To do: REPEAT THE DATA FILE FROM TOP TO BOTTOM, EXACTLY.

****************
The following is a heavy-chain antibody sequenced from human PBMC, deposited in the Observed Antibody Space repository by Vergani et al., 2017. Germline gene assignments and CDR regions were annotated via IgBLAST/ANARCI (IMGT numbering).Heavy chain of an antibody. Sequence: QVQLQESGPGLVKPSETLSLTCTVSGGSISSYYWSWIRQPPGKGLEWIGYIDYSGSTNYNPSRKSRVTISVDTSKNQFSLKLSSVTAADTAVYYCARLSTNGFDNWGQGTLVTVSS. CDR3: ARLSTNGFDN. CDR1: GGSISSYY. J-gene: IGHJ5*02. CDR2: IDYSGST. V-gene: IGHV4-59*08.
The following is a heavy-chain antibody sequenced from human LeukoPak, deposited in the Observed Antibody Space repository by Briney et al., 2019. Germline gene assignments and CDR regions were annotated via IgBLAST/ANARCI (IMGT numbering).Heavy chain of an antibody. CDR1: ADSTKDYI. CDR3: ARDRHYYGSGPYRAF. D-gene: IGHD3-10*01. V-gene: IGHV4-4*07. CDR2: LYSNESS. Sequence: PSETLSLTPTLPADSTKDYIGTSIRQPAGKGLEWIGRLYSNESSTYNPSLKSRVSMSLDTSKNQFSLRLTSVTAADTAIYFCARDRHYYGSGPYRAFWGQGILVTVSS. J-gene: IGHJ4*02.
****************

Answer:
The following is a heavy-chain antibody sequenced from human PBMC, deposited in the Observed Antibody Space repository by Vergani et al., 2017. Germline gene assignments and CDR regions were annotated via IgBLAST/ANARCI (IMGT numbering).Heavy chain of an antibody. Sequence: QVQLQESGPGLVKPSETLSLTCTVSGGSISSYYWSWIRQPPGKGLEWIGYIDYSGSTNYNPSRKSRVTISVDTSKNQFSLKLSSVTAADTAVYYCARLSTNGFDNWGQGTLVTVSS. CDR3: ARLSTNGFDN. CDR1: GGSISSYY. J-gene: IGHJ5*02. CDR2: IDYSGST. V-gene: IGHV4-59*08.
The following is a heavy-chain antibody sequenced from human LeukoPak, deposited in the Observed Antibody Space repository by Briney et al., 2019. Germline gene assignments and CDR regions were annotated via IgBLAST/ANARCI (IMGT numbering).Heavy chain of an antibody. CDR1: ADSTKDYI. CDR3: ARDRHYYGSGPYRAF. D-gene: IGHD3-10*01. V-gene: IGHV4-4*07. CDR2: LYSNESS. Sequence: PSETLSLTPTLPADSTKDYIGTSIRQPAGKGLEWIGRLYSNESSTYNPSLKSRVSMSLDTSKNQFSLRLTSVTAADTAIYFCARDRHYYGSGPYRAFWGQGILVTVSS. J-gene: IGHJ4*02.